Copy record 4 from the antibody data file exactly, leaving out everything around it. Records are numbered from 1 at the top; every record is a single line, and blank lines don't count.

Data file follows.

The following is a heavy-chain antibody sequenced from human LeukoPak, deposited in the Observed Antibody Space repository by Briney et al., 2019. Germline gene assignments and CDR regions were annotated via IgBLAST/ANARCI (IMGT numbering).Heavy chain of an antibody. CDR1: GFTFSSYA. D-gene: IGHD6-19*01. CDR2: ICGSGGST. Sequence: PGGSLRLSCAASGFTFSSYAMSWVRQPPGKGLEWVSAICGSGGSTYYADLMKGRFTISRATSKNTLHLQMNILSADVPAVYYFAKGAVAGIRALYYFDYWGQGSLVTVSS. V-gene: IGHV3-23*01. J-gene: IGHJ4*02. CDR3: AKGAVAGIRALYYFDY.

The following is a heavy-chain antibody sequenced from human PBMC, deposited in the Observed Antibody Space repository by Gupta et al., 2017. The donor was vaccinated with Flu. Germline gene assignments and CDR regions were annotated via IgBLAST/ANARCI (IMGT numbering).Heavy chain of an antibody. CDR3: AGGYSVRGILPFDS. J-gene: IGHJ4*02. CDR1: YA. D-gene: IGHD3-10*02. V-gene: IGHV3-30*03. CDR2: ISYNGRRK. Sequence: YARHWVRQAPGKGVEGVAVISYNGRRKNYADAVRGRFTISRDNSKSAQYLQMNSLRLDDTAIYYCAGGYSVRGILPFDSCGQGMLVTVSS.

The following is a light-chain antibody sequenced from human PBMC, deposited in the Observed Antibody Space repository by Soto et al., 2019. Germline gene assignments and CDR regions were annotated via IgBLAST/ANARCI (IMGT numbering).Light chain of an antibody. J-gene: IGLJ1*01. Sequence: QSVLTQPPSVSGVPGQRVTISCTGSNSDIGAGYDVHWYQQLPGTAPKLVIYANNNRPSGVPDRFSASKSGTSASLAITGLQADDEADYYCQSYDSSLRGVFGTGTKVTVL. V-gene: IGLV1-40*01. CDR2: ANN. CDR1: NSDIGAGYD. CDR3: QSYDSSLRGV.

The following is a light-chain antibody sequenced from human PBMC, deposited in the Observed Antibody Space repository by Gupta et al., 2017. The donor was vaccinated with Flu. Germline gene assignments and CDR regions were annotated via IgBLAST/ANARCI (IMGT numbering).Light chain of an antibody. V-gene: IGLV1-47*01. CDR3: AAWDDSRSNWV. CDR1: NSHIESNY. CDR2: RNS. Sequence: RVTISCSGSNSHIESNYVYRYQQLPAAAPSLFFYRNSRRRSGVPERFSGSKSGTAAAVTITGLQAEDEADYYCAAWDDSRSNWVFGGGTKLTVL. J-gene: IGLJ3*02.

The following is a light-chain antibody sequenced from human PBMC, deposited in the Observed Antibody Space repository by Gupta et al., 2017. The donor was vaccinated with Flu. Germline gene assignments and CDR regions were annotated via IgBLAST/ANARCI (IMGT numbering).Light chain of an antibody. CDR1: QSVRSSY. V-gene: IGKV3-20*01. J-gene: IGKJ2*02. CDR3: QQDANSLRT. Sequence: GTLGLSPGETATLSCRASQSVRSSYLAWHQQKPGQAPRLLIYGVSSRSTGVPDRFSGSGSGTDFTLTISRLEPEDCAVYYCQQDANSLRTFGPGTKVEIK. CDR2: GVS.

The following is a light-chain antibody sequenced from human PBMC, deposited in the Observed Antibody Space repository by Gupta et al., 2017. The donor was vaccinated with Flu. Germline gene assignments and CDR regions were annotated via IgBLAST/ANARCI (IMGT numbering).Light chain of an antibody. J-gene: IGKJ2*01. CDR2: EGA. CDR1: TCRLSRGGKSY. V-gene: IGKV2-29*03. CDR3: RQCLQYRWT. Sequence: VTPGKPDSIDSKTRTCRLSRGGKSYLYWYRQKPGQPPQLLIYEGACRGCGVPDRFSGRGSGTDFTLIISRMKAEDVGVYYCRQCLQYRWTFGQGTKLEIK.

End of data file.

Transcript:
The following is a light-chain antibody sequenced from human PBMC, deposited in the Observed Antibody Space repository by Gupta et al., 2017. The donor was vaccinated with Flu. Germline gene assignments and CDR regions were annotated via IgBLAST/ANARCI (IMGT numbering).Light chain of an antibody. V-gene: IGLV1-47*01. CDR3: AAWDDSRSNWV. CDR1: NSHIESNY. CDR2: RNS. Sequence: RVTISCSGSNSHIESNYVYRYQQLPAAAPSLFFYRNSRRRSGVPERFSGSKSGTAAAVTITGLQAEDEADYYCAAWDDSRSNWVFGGGTKLTVL. J-gene: IGLJ3*02.